Product Reasoning Services: Economic Relevance and Architectural Approaches
9 Pages Posted: 6 Jan 2004
Numerous business processes require reasoning about goods, services or delivery details. Reasoning is here used as a term for deriving new statements from an existing knowledge base. Examples of such reasoning tasks are the following queries:
- Can product 1 be used as a substitute for product 2? - Does a specific product (described by unstructured text data or a vendor-specific number) belong to a given class of a classification system (eCl@ss, UN/SPSC,...)?
More sophisticated reasoning could generate statements on transportation requirements or legal aspects.
The crucial difference to a mere database query is that the desired answers are not explicitly stored in the system, but are derived from implicit knowledge in the knowledge base. Such reasoning engines will be important components of future eBusiness architectures. This is because for a huge set of transactions, computer systems require answers to such queries, in order to be able to perform the transaction autonomously.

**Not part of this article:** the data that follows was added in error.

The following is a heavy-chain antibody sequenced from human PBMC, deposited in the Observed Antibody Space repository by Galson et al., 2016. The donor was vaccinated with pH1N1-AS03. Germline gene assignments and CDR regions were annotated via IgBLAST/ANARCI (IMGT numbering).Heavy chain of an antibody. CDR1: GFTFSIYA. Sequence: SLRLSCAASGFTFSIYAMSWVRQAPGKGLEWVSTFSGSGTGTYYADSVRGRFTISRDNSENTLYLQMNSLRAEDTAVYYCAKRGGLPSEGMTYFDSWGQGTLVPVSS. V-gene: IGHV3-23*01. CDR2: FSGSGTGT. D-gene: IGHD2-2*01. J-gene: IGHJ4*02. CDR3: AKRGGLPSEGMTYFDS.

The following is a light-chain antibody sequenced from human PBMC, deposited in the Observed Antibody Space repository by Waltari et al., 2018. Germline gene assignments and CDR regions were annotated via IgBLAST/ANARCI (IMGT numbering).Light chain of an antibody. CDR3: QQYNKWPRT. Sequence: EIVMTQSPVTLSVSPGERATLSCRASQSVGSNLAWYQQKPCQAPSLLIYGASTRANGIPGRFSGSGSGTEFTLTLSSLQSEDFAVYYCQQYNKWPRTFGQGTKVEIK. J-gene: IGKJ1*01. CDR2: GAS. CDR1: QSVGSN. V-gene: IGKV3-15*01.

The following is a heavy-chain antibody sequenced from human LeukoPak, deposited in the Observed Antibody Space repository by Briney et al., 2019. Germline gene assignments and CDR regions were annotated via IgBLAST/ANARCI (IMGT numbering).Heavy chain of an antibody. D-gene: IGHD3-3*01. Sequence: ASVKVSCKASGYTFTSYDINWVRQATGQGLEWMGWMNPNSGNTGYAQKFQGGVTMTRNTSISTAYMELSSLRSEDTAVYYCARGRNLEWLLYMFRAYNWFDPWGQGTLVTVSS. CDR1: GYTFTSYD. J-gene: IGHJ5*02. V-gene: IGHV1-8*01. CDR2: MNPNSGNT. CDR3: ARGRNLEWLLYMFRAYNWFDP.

Of course, such reasoning engines can be part of the internal logic of appropriate eBusiness applications. There are, however, good reasons (e.g. incentive conflicts, reusability issues, and the need for global availability) to implement them as independent components of eBusiness architectures.
For methods that need to be remotely invoked in a distributed environment, Web Services seem to become the architectural component of choice. It is thus reasonable to implement the respective reasoning engines as SOAP-based Web Services.
The paper identifies appropriate reasoning services, discusses their internal structure, suggests suitable method calls and their parameters, and explains the implementation as a SOAP-based RPC-style Web Service.
Keywords: Product classification, eOTD, EGAS, UN/SPSC, UNSPSC, Reasoning, Web Services, Arbitrage
JEL Classification: Z00
Suggested Citation: Suggested Citation